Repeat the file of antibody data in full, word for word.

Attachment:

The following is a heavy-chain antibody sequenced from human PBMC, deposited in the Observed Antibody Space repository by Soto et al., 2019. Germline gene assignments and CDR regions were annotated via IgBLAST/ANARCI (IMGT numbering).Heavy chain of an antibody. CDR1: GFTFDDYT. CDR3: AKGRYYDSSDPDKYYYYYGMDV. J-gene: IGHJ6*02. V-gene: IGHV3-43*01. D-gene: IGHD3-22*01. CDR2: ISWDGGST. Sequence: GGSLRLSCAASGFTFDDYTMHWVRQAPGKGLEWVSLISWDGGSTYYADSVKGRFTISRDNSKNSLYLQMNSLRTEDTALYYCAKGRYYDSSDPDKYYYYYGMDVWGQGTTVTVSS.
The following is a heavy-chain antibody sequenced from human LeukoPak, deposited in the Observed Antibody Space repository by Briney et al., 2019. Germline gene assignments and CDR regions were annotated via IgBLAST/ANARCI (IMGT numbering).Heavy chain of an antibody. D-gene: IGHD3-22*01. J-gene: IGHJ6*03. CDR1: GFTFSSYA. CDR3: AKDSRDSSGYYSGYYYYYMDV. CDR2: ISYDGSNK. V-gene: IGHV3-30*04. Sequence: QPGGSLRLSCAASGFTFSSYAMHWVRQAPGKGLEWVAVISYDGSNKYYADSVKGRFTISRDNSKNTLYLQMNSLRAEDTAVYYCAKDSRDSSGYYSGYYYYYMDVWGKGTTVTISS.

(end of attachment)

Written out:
The following is a heavy-chain antibody sequenced from human PBMC, deposited in the Observed Antibody Space repository by Soto et al., 2019. Germline gene assignments and CDR regions were annotated via IgBLAST/ANARCI (IMGT numbering).Heavy chain of an antibody. CDR1: GFTFDDYT. CDR3: AKGRYYDSSDPDKYYYYYGMDV. J-gene: IGHJ6*02. V-gene: IGHV3-43*01. D-gene: IGHD3-22*01. CDR2: ISWDGGST. Sequence: GGSLRLSCAASGFTFDDYTMHWVRQAPGKGLEWVSLISWDGGSTYYADSVKGRFTISRDNSKNSLYLQMNSLRTEDTALYYCAKGRYYDSSDPDKYYYYYGMDVWGQGTTVTVSS.
The following is a heavy-chain antibody sequenced from human LeukoPak, deposited in the Observed Antibody Space repository by Briney et al., 2019. Germline gene assignments and CDR regions were annotated via IgBLAST/ANARCI (IMGT numbering).Heavy chain of an antibody. D-gene: IGHD3-22*01. J-gene: IGHJ6*03. CDR1: GFTFSSYA. CDR3: AKDSRDSSGYYSGYYYYYMDV. CDR2: ISYDGSNK. V-gene: IGHV3-30*04. Sequence: QPGGSLRLSCAASGFTFSSYAMHWVRQAPGKGLEWVAVISYDGSNKYYADSVKGRFTISRDNSKNTLYLQMNSLRAEDTAVYYCAKDSRDSSGYYSGYYYYYMDVWGKGTTVTISS.